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B&O Metropolitan Branch Photo Tour

B&O Metropolitan Branch
Modern day photo tour

Accompanying each photo below are:

Click a photo to see a larger view. Please send your comments and corrections to Steve.



Milepost 14
Photo courtesy Dave Hiteshew

Milepost 14
Mile: 14.0 Date: Aug 2008
Ease: B View: NW
Area: A IC2:
Map: Mo 29 H 12 Topographic Maps

No surviving trace of B&O's Halpine station at milepost 14 was found. Twinbrook Parkway is the next overpass, but before that shrouded on the left an old acquaintance, the DC Metro Red Line, rises from the subterranean to rock and roll alongside.


Twinbrook Metro
Photo courtesy Dave Hiteshew

Twinbrook Metro
Mile: 15.7 Date: Aug 2008
Ease: A View: SE
Area: A IC2:
Map: Mo 29 E 8 Topographic Maps

As foretold, Metro appears... it's on the right because we're looking back from the Edmonston Drive bridge to a pair of headlights departing Twinbrook Metro station, over a mile distant.


Then
Photo credit EL Thompson

Then
Mile: 15.7 Date: 1947
Ease: A View: NW
Area: A IC2:
Map: Mo 29 E 8 Topographic Maps

The Edmonston Drive bridge was new in 1947 when EL Thompson spotted B&O 74 EMD model E7A bound for Washington.

Click the thumbnail to peer into the distance and you'll find a bridge with a pyramidal support structure.


Now
Photo courtesy Dave Hiteshew

Now
Mile: 15.7 Date: Aug 2008
Ease: A View: NW
Area: A IC2:
Map: Mo 29 E 8 Topographic Maps

Sixty years of highway expansion in the DC-to-Frederick corridor boosted Rockville's skyline changes, and brought Metro which subdivided the B&O right-of-way into halves.

The pyramidal structure remains extant, peeking above the bridge for Veirs Mill Road in the foreground.


Pyramid
Photo courtesy Dave Hiteshew

Pyramid
Mile: 16.4 Date: Aug 2008
Ease: A View: N
Area: B+ IC2:
Map: Mo 29 D 7 Topographic Maps

This unusual bridge has been sparsely documented. One source reports a pedestrian bridge to Rockville Station has existed in this vicinity since the late 1800s, but another suggests the bridge was added only after a 1936 collision between train and school bus at the Baltimore Road grade crossing. After that bridge collapsed, supposedly it was converted into this pedestrian bridge in 1974. Who knows the real story?


Zoom
Photo courtesy Dave Hiteshew

Zoom
Mile: 16.4 Date: Aug 2008
Ease: B View: NW
Area: B+ IC2:
Map: Mo 29 D 7 Topographic Maps

CSX, Metro, MARC and Amtrak all roll through here, with good views of the action from the pyramid bridge. The B&O's Rockville Station is shrouded by trees on the left.


Rockville
Photo credit B&O Museum

Rockville
Mile: 16.5 Date: ~1900
Ease: B View: NW
Area: A IC2:
Map: Mo 29 D 6 Topographic Maps

This is basically the same view as the prior photo, though from ground level, and before about a century of change. The E. Francis Baldwin-designed station dates to the 1873 opening of the Metropolitan Branch. About the time of this photo, the passing siding here was the longest on the branch.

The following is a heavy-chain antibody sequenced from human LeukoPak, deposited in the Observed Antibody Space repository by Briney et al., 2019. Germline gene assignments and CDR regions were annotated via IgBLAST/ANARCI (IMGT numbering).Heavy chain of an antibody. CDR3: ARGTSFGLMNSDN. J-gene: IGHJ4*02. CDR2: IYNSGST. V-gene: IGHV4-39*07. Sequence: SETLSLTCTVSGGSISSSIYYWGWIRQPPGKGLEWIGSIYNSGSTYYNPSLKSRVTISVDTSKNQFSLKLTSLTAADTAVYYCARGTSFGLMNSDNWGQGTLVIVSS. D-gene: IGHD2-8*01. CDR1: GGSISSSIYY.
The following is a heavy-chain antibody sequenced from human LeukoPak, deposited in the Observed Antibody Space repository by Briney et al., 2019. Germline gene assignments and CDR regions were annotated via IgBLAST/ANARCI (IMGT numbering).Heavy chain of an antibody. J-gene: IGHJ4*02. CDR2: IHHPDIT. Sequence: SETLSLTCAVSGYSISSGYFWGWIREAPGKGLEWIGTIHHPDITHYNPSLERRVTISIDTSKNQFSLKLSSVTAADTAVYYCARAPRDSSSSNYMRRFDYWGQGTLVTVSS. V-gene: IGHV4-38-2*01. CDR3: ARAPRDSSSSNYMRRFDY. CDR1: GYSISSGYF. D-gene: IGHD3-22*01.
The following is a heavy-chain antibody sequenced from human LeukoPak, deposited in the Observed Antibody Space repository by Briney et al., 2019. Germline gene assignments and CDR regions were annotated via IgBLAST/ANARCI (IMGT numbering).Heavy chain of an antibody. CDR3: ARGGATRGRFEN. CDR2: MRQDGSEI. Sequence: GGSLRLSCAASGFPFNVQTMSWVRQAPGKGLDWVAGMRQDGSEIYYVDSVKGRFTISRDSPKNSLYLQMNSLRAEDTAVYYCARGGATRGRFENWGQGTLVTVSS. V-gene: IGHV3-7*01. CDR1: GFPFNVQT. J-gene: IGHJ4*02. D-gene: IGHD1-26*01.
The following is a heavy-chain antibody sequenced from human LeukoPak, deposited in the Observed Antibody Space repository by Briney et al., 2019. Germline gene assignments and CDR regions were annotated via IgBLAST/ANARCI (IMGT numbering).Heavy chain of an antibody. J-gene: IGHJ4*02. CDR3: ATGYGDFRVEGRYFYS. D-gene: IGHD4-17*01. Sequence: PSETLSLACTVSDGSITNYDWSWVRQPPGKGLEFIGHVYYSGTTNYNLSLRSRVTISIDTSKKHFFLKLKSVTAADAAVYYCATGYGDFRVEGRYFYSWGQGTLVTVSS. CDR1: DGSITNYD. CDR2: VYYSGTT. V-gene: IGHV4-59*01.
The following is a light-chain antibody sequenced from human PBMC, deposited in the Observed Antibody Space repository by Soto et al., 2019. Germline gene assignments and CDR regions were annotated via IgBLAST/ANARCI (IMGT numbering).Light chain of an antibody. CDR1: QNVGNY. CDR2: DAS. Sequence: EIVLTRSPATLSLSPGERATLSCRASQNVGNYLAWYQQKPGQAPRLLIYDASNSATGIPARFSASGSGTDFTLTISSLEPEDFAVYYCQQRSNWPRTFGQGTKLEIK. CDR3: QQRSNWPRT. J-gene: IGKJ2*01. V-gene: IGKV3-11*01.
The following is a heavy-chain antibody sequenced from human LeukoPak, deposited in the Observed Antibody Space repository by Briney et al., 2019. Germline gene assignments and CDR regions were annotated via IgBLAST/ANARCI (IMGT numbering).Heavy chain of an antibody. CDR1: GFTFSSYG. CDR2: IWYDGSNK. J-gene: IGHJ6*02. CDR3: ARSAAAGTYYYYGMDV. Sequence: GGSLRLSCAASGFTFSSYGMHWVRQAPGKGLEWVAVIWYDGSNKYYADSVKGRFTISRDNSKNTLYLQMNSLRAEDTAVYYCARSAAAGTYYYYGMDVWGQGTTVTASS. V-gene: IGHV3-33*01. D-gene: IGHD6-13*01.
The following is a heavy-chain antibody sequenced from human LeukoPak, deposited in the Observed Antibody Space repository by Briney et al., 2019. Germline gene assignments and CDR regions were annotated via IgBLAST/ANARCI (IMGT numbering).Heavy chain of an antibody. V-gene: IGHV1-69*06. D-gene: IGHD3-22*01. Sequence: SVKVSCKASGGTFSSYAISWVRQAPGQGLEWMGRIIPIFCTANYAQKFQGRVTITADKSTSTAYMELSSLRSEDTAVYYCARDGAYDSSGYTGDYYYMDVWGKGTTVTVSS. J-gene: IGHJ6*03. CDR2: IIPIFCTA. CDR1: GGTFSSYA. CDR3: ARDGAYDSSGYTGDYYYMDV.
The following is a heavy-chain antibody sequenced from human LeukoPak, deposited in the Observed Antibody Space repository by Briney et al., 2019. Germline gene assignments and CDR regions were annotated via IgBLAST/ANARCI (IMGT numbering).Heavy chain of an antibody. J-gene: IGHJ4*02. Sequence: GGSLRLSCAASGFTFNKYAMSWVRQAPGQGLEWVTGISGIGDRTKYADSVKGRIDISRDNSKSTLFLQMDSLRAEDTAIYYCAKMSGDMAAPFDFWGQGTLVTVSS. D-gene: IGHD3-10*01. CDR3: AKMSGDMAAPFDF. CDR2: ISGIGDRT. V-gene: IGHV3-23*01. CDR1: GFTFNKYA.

The wooden boards parallel to and outside the rails reduce the trip hazard the ties present to passengers.

Link to older pic: ~1900


B&O 4051
Photo courtesy Herb Harwood

B&O 4051
Mile: 16.5 Date: 1972
Ease: B View: NW
Area: A IC2: 169
Map: Mo 29 D 6 Topographic Maps

The oldest survivor on the line, Rockville Station spent its final decade at this spot as an Amtrak station.

Links to older pics: 1978, 1978


Rockville
Photo courtesy Library of Congress

Rockville
Mile: 16.5 Date: 1978
Ease: B View: NW
Area: A IC2:
Map: Mo 29 D 6 Topographic Maps

This Baldwin-designed station is virtually identical to the one in Silver Spring, though the layout is mirrored.

Link: Ephraim Francis Baldwin


Offices

Offices
Mile: 16.5 Date: Jul 2012
Ease: A View: E
Area: A IC2:
Map: Mo 29 D 6 Topographic Maps

To make room for Metro, in 1981 the station and associated freight house were picked up, moved about 200 feet south, and rotated almost 180 degrees clockwise before being set down on new foundations. Workers in the law offices now housed inside can watch Metro and CSX action in their backyard, while on break of course.

Link to older pic: 1981 move


Boxes
Photo courtesy Dave Hiteshew

Boxes
Mile: 17.1 Date: Aug 2008
Ease: B View: NW
Area: B+ IC2:
Map: Mo 29 C 5 Topographic Maps

A collection of aging equipment boxes lines the tracks near what remains of the passing siding upon which, on this day, several Maintenance-of-Way machines rest. Unity Bridge opened in 1999 for pedestrian use.


Hungerford Drive
Photo courtesy Dave Hiteshew

Hungerford Drive
Mile: 17.4 Date: Aug 2008
Ease: B View: NW
Area: B IC2:
Map: Mo 29 B 4 Topographic Maps

From Unity Bridge we can spy the western limit of the siding. On the left Hungerford Drive traces the eastern edge of the Rockville Campus of Montgomery College so students can drag race Metro.


Offloading
Photo courtesy Dave Hiteshew

Offloading
Mile: 17.8 Date: Aug 2008
Ease: B View: E
Area: B+ IC2:
Map: Mo 29 B 3 Topographic Maps

Suburban Propane is one of CSX's active customers here. The special bays facilitate tanker offloading.


CSX 5288
Photo courtesy Dave Hiteshew

CSX 5288
Mile: 19.0 Date: Aug 2008
Ease: B View: NW
Area: B+ IC2:
Map: Mo 20 A 13 Topographic Maps

Ack! The railroad was supposed to put engine 1919 in the lead. Heads will roll.

Link: CSX 1919


Derwood Station
Photo credit Montgomery County Historical Society

Derwood Station
Mile: 19.0 Date: ~1910
Ease: B View: S?
Area: B+ IC2:
Map: Mo 20 A 13 Topographic Maps

Representative of the B&O's smaller stations / depots was this one at Derwood, which a B&O schedule places at mile 19. The station survived until razed by fire in 1954; all artifacts of it were erased when Metro overlaid the site in the 1980s.